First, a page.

• "The Reason You Suck" Speech: During the second half of the Human Derby arc, Tonegawa delivers these at least Once an Episode.
  • Rock-Paper-Scissors - With cards.
  • Shaggy Dog Story
  • What Happened to the Mouse? - Tonegawa's fate is unclear at this point. Seeing as how Kurosaki has replaced him by series 2, it's probably safe to assume that, at the very least, he was demoted to a lower rank in Teiai.
  • Yank the Dog's Chain - Series 1 plays this brutally with Sahara's death. After making his way across the bridge of death, he finally prepares to open the door to cash in on the price money... Only to be blown off the building by the air compression blast from the window towards a certain death.
  • You Fail Physics Forever: In one game, the contestants have to cross a metal beam placed across a chasm without falling. In the first round, some people fell, but were able to grab onto the beam and avoid being injured. In the second round, the beam was electrified. However, since electricity seeks the path of least resistance, there would be no reason for it to travel through a person, then through the air to the ground. If the voltage was high enough for that, we would probably see electricity arcing to the ground upon flipping the switch.
    • No. Rubber tennis shoes are decent insulation; the current does not need to be terribly strong to force a person to loosen their grip and fall.
    • Furthermore, the only way a person would be shocked is if touching the beam completed a circuit. The metal beam is split in half. In order to be shocked, a person would have to essentially short circuit the path by touching both halves of the beam.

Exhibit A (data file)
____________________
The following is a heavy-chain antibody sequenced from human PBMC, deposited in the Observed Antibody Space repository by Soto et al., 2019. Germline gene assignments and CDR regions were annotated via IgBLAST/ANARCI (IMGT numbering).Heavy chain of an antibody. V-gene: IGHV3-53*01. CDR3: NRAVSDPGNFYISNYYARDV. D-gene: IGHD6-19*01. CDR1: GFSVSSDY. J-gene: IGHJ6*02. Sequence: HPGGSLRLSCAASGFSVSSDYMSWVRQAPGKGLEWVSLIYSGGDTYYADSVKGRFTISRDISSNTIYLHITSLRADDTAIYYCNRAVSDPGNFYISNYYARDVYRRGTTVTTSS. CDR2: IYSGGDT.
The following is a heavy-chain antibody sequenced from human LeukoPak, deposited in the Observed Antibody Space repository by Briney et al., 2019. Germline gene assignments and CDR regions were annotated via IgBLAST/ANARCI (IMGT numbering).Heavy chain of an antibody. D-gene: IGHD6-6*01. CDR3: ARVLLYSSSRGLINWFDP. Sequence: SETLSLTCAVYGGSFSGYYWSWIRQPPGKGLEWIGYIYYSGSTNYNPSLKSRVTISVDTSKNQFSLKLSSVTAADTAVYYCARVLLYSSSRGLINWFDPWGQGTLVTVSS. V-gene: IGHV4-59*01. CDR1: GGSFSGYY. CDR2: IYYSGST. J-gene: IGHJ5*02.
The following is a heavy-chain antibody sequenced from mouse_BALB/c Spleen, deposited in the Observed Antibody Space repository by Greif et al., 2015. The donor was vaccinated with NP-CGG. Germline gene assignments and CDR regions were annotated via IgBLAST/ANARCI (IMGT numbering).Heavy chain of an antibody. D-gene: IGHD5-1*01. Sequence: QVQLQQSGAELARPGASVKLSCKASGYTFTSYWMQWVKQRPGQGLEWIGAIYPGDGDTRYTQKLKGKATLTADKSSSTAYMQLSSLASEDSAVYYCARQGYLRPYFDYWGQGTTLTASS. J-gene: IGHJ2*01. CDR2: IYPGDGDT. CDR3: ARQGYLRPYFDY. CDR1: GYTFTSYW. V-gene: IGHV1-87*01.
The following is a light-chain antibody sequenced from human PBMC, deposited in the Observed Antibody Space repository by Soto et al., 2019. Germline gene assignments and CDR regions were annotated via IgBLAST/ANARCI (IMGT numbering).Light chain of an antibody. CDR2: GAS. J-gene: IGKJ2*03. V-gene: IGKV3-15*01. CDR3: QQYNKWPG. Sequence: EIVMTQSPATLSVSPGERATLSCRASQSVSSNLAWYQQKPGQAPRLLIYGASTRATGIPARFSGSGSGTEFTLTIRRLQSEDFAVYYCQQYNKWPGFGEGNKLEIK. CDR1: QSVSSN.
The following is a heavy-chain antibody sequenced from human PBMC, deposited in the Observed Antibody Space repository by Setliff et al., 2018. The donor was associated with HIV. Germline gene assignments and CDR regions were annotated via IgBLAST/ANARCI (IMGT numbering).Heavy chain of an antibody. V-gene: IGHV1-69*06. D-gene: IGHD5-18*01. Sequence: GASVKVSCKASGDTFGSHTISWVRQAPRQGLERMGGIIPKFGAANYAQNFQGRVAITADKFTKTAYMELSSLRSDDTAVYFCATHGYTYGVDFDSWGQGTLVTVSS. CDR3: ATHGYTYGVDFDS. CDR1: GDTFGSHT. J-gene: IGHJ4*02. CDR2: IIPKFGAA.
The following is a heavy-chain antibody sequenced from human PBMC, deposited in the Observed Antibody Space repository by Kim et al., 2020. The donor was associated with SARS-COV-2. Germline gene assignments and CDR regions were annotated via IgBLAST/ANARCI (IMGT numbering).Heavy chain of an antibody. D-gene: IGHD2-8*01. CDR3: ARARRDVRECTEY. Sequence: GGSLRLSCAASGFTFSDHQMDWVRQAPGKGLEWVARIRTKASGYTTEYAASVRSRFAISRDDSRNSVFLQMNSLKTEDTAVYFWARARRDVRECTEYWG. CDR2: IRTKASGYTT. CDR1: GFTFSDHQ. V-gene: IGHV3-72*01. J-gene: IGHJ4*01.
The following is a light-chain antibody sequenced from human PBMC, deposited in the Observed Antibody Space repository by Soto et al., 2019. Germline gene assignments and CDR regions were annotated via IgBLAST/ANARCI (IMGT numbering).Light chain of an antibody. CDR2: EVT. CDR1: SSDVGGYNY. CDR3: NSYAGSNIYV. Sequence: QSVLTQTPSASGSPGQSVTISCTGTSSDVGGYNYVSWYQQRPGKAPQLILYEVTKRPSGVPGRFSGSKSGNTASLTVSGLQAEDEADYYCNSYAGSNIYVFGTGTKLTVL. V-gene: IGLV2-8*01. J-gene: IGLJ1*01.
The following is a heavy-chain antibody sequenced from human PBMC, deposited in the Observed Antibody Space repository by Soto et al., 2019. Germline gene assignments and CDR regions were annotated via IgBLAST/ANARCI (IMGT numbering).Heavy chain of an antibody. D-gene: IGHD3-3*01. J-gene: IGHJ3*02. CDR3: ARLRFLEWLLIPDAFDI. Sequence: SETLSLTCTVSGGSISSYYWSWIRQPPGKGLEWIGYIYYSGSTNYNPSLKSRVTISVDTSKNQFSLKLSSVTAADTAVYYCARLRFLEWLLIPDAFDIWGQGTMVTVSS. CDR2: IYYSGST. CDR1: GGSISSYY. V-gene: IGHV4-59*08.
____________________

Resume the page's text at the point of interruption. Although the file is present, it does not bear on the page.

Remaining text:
• Lightning wouldn't strike the ground from twenty stories. Air is, you might notice, not the best conductor. You don't often see arcs from high voltage lines to the ground precisely because the path of least resistance is the high voltage line itself. These beams similarly would be the path of least resistance.

Part II

Part III & IV

  • Chekhov's Skill: Kaiji's reactionary gambling style is referred to by Kaguya as a tsunami. Kaiji dismisses the notion at first but invokes the metaphor again when in doubt.
  • Face Heel Turn: Miyoshi and Maeda, but it's justified; see Well-Intentioned Extremist below.
  • Giant Spider: In a Stock Visual Metaphor. Eek.
  • Giggling Villain: Muraoka.
  • Mahjong: The entire third part focuses on this game, but it's a two-player variant.
  • Poor Communication Kills: In series 2, the Bog payed out 700 million yen, and Kaiji split it with Sakazaki and Endou. When Muraoka tells Miyoshi and Maeda about this, he tells them to "test" Kaiji by asking for his help and seeing how he responds after they add that he can profit from it. Because Kaiji denied their request at first and accepted it only when they offered money, they thought Kaiji had been using and holding out on them and the other 45'ers. As such, they decided to scam him out of money. Had Kaiji not been too proud to admit that he didn't beat the Bog alone, none of this would have happened.
  • Show Within a Show: Kazuya's in-universe novel.
  • Well-Intentioned Extremist: Miyoshi and Maeda did not betray Kaiji just because they could; due to a misunderstanding, they thought he had betrayed them.


Live Action Movies


Zawa Zawa Zawa